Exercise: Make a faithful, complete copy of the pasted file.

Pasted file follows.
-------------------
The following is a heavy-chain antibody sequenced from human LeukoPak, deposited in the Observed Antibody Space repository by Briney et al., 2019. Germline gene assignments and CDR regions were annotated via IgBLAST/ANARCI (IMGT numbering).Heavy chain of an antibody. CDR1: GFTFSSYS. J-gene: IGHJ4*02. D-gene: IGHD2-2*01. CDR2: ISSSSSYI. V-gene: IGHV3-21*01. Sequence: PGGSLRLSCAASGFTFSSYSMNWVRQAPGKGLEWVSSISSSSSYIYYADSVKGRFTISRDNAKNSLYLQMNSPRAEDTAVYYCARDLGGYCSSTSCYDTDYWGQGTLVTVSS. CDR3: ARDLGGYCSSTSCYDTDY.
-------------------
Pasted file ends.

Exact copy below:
The following is a heavy-chain antibody sequenced from human LeukoPak, deposited in the Observed Antibody Space repository by Briney et al., 2019. Germline gene assignments and CDR regions were annotated via IgBLAST/ANARCI (IMGT numbering).Heavy chain of an antibody. CDR1: GFTFSSYS. J-gene: IGHJ4*02. D-gene: IGHD2-2*01. CDR2: ISSSSSYI. V-gene: IGHV3-21*01. Sequence: PGGSLRLSCAASGFTFSSYSMNWVRQAPGKGLEWVSSISSSSSYIYYADSVKGRFTISRDNAKNSLYLQMNSPRAEDTAVYYCARDLGGYCSSTSCYDTDYWGQGTLVTVSS. CDR3: ARDLGGYCSSTSCYDTDY.